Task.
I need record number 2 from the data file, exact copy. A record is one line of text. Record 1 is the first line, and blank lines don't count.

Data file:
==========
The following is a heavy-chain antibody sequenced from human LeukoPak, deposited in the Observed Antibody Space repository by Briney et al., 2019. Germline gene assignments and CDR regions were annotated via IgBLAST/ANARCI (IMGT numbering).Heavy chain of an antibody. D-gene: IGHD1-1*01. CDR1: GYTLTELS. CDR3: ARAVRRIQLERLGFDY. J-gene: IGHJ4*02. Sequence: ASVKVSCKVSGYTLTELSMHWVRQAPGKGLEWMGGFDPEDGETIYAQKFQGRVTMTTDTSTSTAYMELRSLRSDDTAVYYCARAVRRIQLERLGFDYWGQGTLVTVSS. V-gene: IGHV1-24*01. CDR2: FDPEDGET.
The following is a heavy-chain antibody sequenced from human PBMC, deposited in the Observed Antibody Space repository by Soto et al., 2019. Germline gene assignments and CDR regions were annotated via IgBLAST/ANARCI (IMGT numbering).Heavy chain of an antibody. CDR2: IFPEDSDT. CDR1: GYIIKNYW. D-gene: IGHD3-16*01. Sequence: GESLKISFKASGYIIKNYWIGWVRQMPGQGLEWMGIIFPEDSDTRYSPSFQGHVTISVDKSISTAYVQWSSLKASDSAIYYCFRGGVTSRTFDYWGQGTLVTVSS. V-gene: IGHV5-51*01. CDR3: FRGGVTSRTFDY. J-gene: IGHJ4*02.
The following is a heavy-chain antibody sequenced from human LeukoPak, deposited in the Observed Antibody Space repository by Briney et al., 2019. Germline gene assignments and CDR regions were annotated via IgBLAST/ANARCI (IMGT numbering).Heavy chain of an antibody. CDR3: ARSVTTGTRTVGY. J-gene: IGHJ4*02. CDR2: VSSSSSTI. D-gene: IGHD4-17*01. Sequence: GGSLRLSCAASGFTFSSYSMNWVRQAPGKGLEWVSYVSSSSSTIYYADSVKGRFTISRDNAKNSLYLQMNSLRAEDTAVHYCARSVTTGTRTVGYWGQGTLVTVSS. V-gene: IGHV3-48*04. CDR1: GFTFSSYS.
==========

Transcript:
The following is a heavy-chain antibody sequenced from human PBMC, deposited in the Observed Antibody Space repository by Soto et al., 2019. Germline gene assignments and CDR regions were annotated via IgBLAST/ANARCI (IMGT numbering).Heavy chain of an antibody. CDR2: IFPEDSDT. CDR1: GYIIKNYW. D-gene: IGHD3-16*01. Sequence: GESLKISFKASGYIIKNYWIGWVRQMPGQGLEWMGIIFPEDSDTRYSPSFQGHVTISVDKSISTAYVQWSSLKASDSAIYYCFRGGVTSRTFDYWGQGTLVTVSS. V-gene: IGHV5-51*01. CDR3: FRGGVTSRTFDY. J-gene: IGHJ4*02.